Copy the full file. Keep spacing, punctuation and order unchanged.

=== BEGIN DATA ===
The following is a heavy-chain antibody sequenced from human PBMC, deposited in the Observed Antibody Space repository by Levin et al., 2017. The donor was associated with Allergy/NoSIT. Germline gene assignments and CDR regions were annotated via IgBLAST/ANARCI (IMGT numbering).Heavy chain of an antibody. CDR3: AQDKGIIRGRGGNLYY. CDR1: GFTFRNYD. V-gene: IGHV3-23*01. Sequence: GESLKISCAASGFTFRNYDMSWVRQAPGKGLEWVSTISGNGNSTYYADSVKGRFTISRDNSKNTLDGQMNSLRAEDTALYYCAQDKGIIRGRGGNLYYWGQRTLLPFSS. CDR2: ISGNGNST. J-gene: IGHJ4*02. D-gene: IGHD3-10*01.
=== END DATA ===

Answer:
The following is a heavy-chain antibody sequenced from human PBMC, deposited in the Observed Antibody Space repository by Levin et al., 2017. The donor was associated with Allergy/NoSIT. Germline gene assignments and CDR regions were annotated via IgBLAST/ANARCI (IMGT numbering).Heavy chain of an antibody. CDR3: AQDKGIIRGRGGNLYY. CDR1: GFTFRNYD. V-gene: IGHV3-23*01. Sequence: GESLKISCAASGFTFRNYDMSWVRQAPGKGLEWVSTISGNGNSTYYADSVKGRFTISRDNSKNTLDGQMNSLRAEDTALYYCAQDKGIIRGRGGNLYYWGQRTLLPFSS. CDR2: ISGNGNST. J-gene: IGHJ4*02. D-gene: IGHD3-10*01.